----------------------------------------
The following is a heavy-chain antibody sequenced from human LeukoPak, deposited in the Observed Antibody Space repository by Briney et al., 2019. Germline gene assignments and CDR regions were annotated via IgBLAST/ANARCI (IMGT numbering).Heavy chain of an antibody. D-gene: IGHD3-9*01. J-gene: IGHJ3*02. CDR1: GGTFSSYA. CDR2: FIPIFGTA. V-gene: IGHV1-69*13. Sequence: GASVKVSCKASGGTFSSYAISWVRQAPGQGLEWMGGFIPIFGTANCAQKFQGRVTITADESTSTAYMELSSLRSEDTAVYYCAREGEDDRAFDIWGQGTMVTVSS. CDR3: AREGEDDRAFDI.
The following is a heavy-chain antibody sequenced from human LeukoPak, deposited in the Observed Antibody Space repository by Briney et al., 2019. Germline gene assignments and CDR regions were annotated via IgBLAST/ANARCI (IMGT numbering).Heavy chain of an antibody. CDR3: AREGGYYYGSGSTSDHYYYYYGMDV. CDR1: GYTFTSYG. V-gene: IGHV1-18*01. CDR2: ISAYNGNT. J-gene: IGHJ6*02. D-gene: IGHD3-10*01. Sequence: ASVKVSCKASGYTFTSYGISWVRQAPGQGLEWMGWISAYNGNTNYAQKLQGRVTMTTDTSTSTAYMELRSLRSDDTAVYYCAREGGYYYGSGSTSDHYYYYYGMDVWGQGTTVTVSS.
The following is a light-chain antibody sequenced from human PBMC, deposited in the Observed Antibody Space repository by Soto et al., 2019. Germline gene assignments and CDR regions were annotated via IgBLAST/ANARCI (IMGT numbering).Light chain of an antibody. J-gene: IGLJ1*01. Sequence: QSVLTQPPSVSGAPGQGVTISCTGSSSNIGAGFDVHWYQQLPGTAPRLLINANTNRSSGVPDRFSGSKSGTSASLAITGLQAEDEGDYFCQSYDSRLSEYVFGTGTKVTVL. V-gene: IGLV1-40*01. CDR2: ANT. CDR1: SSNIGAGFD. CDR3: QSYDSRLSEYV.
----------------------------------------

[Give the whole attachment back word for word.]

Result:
The following is a heavy-chain antibody sequenced from human LeukoPak, deposited in the Observed Antibody Space repository by Briney et al., 2019. Germline gene assignments and CDR regions were annotated via IgBLAST/ANARCI (IMGT numbering).Heavy chain of an antibody. D-gene: IGHD3-9*01. J-gene: IGHJ3*02. CDR1: GGTFSSYA. CDR2: FIPIFGTA. V-gene: IGHV1-69*13. Sequence: GASVKVSCKASGGTFSSYAISWVRQAPGQGLEWMGGFIPIFGTANCAQKFQGRVTITADESTSTAYMELSSLRSEDTAVYYCAREGEDDRAFDIWGQGTMVTVSS. CDR3: AREGEDDRAFDI.
The following is a heavy-chain antibody sequenced from human LeukoPak, deposited in the Observed Antibody Space repository by Briney et al., 2019. Germline gene assignments and CDR regions were annotated via IgBLAST/ANARCI (IMGT numbering).Heavy chain of an antibody. CDR3: AREGGYYYGSGSTSDHYYYYYGMDV. CDR1: GYTFTSYG. V-gene: IGHV1-18*01. CDR2: ISAYNGNT. J-gene: IGHJ6*02. D-gene: IGHD3-10*01. Sequence: ASVKVSCKASGYTFTSYGISWVRQAPGQGLEWMGWISAYNGNTNYAQKLQGRVTMTTDTSTSTAYMELRSLRSDDTAVYYCAREGGYYYGSGSTSDHYYYYYGMDVWGQGTTVTVSS.
The following is a light-chain antibody sequenced from human PBMC, deposited in the Observed Antibody Space repository by Soto et al., 2019. Germline gene assignments and CDR regions were annotated via IgBLAST/ANARCI (IMGT numbering).Light chain of an antibody. J-gene: IGLJ1*01. Sequence: QSVLTQPPSVSGAPGQGVTISCTGSSSNIGAGFDVHWYQQLPGTAPRLLINANTNRSSGVPDRFSGSKSGTSASLAITGLQAEDEGDYFCQSYDSRLSEYVFGTGTKVTVL. V-gene: IGLV1-40*01. CDR2: ANT. CDR1: SSNIGAGFD. CDR3: QSYDSRLSEYV.